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The Nissan GT-R Is A Dream Car You Can Now Afford

Smart Buy / Comments

If you buy one used, that is.

Few nameplates elicit as much excitement from Japanese car enthusiasts as 'GT-R.' The GT-R name once signified the fastest and most powerful version of the Nissan Skyline, a car that was never sold in the United States. American enthusiasts learned of the GT-R thanks to the car's inclusion in video games like Gran Turismo and from appearances on television shows like Top Gear, but the car remained forbidden fruit.

Then, in 2008, Nissan finally answered the prayers of enthusiasts when it split the GT-R nameplate into its own model and began to sell it in the US market. More than 10 years later, the GT-R remains on sale (mostly unchanged) and used examples have become a dream car bargain.

Why You Should Buy One

The GT-R's performance figures may seem middle-of-the-pack for a sports car in 2019 but when it first arrived back in the 2009 model year, it was untouchable. No one in 2009 could believe a car with a Nissan badge had the ability to beat the likes of the Chevy Corvette and Porsche 911 Turbo. The GT-R may not be the prettiest sports car on the market, nor is it the most comfortable but for fans of Japanese cars, few cars have ever been cooler. A new GT-R is fairly unobtainable - with a starting price of around $100,000 - but a used one can now be had at a fraction of the price.

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The Price

The GT-R was a relative bargain when it arrived for the 2009 model year with a starting price of $78,000, especially considering a 911 Turbo cost around $130,000 at the time. Prices for the GT-R now range from around $100,000 to around $175,000, so it's not far off supercars like the Acura NSX and Audi R8. You've been able to buy an early GT-R for less than $50,000 for a while now, which is still incredible value for such a potent sports car. Even the post-facelift cars from 2011 onward can now be found with relatively low mileage for less than $60,000.

Don't let the Nissan badge fool you, the GT-R has expensive components and the bills can rack up if any of them go wrong. We should warn you that GT-R ownership isn't for the frugal minded. Most of these cars are no longer under warranty, so be sure to get a pre-purchase inspection before you pull the trigger.

The Performance

The original GT-R (manufactured from 2007 and 2010 ) produced 479 horsepower and 434 lb-ft of torque, which went out through a six-speed dual-clutch transmission to all-wheel-drive. This was at a time when launch control was just starting to be introduced on sports cars, so the GT-R's 0-60 mph time of 3.2 seconds was blistering. Output was increased to 523 hp and 451 lb-ft of torque in 2010, then again in 2012 to 544 hp and 463 lb-ft of torque. With the increase in power, the GT-R could break spines with a 0-60 time of 2.7 seconds.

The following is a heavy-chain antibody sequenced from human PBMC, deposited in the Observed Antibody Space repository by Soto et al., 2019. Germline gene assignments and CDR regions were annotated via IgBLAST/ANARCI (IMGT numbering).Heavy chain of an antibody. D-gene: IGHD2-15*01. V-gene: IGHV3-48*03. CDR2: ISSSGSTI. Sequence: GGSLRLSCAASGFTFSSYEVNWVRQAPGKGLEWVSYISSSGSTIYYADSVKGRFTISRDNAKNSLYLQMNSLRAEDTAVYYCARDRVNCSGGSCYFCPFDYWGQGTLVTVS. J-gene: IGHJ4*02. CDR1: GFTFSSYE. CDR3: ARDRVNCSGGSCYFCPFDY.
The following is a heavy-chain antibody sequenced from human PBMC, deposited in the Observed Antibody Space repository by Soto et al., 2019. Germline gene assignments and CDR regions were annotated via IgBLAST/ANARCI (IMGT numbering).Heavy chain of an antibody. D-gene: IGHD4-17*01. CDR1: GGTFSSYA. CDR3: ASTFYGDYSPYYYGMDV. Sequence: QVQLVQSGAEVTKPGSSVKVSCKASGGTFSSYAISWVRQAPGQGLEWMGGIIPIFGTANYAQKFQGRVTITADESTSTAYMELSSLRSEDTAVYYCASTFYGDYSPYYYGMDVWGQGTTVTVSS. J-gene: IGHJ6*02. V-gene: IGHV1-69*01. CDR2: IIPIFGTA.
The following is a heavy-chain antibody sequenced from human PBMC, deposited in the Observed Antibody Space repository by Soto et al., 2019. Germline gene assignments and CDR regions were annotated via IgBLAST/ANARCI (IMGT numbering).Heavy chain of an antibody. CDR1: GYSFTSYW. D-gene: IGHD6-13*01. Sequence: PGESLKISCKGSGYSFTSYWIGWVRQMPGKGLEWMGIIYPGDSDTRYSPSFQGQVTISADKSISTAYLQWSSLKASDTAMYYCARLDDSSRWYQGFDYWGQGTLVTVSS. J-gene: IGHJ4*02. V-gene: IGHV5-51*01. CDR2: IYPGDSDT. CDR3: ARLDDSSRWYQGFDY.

The Interior

Nissan didn't update the GT-R's interior until the 2017 model year when the car enjoyed its first major facelift. These cars can be found starting at around $80,000 and feature a new steering wheel, dashboard, and improved cabin materials. All of the models before 2017 had a noticeably cheaper-feeling interior that was fine by Nissan standards but lacking compared to rivals like the Porsche 911. Many of the buttons and switches are lifted from cheaper Nissan models and the interior hasn't aged well in the 10-plus years it has been on the market.

The Practical Stuff

You may think that a hardcore sports car would be hideously impractical but the GT-R manages to be fairly livable. It includes rear seats, though they are more suitable for children and very small adults. The trunk boasts 8.8 cubic feet of storage, which is only slightly less than you'll get in a Ford Mustang. Fuel economy for the original GT-R was 16 mpg city and 21 mpg highway, though the latter number has improved to 23 mpg in subsequent model years.

Verdict

We still don't know what the next-generation Nissan GT-R will be like. For now, the R35 generation car offers over 10 model years to choose from, each of which was incrementally improved over the years. The earliest examples start at around $50,000 and the price only goes up from there. If you're a fan of Japanese sports cars and the new Toyota Supra is a bit too German for you, why not buy a used Nissan GT-R instead?

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